Has Covid turned me into a failure?
Exactly one year ago if you would’ve asked me how my studio was doing I would’ve said it is thriving. I had finally built it up to where I had carved a path to success. My (and many friends, family and clients) literal blood, sweat, & tears had grown a business from nothing. I loved every moment of my job (well maybe not the bookkeeping but it comes with the business ).
Two months later Covid hit and businesses were mandated to shutdown. Small businesses suffered greatly. And just because they opened back up didn't mean people came running through the doors, this was/is especially true for studio owners.
Fast forward to today...last night I had a panic attack about the struggle of the business “post” Covid & its long lasting effect. Last year shutdown is trickling through to this New Year. I had to ask myself has Covid turned me/my business into a failure?
I didn’t open studio in a small town to become a millionaire. I opened a studio because my goal then and now are to help others find healthier minds and bodies.
Some may not know this but my biggest reason for having this studio is to give people an outlet for their mental health, especially those that suffer from anxiety and depression. It’s not about the gains and the physical look of the body because if you don't feel good underneath that physical body nothing else matters. I truly believe exercise is the most underutilized prescription.
My mother committed suicide about 4 years ago. She struggled all of her life with anxiety and depression, and the times when she was the healthiest mind & body was when she was exercising. I know, first hand, the difference movement can make for mental health, it keeps me balanced. I know how important it is to have studios like mine in small communities.
The universe must’ve know I had a panic attack because today an article written by Anastasia Buterina of Shut up & Yoga showed up in my inbox- here is the article paraphrased (she hasn't posted the article on her site yet. link to be added). This article really nailed my reality as a fitness (not just yoga) studio owner in this time...
"I wondered just how much pain is hiding behind the cheerful façade of studio owners who are trying to keep it together and not give up on their businesses and students.
You might be thinking, but what about teaching online? Isn’t the Internet the great equalizer that allows any studio or instructor to connect with their students? Let’s pause for a moment and reflect on whether running a yoga studio online is sustainable in the long run.
If you ask me, teaching [exclusively] online is like using ClassPass or Groupon on steroids. While it democratizes yoga and removes inefficiencies of an offline practice (e.g. long commute, inconvenient class start time), it also robs the studios of their essential advantages, like the transformative power of practicing physically together. The collective energy can be electric and life-affirming, and online studio classes simply cannot replicate that.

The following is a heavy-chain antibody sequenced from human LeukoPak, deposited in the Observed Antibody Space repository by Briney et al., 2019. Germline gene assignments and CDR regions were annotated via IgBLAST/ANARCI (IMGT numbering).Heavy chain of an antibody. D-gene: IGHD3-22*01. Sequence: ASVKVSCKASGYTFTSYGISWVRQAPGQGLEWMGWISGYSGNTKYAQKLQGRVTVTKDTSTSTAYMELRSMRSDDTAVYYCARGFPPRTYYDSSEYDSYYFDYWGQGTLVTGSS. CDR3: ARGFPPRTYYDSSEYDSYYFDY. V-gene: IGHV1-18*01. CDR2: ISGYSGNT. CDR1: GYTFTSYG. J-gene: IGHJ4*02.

These days, a local yoga studio is suddenly competing with every other studio in the neighborhood, city, and country - not to mention online platforms like YogaGlo and countless free Youtube videos. Clearly, this is not an easy transition for any yoga studio. So, what can we do as practitioners to help out our local yoga studios?
Here are a few suggestions to get your imagination going:
Help grow the yoga community by encouraging your friends and family to join you for your favorite online classes. With all the perks like discounted class packs and convenient start times, they have no excuse to not give yoga a try!
Pause (or don’t start) that attractive $10/month online membership that features bendy celebrity yoga instructors. They’ll survive without your help. And yes, even $10 rechanneled into the local economy make a difference.
Don’t wait for the studios to post about these opportunities on social media - reach out and start the conversation.
Resist the temptation to simply wait until things go back to “normal”. The local yoga community needs your support now."
My business struggle is real but so is my love for linking movement and mental health. This will not be my failure; because just one class, one interaction, one workout, could be the beginning of a better day for a person that walks into the studio. And every one deserves that opportunity.
This will not be my failure.
This will be my future.
Today I keep my chin up and continue to find ways to support the current clients that I love so much and the ones that may soon walk through that door. Thank you BodyLift Community for letting me be part of your day!
Be kind and let the light inside yourself lift others up-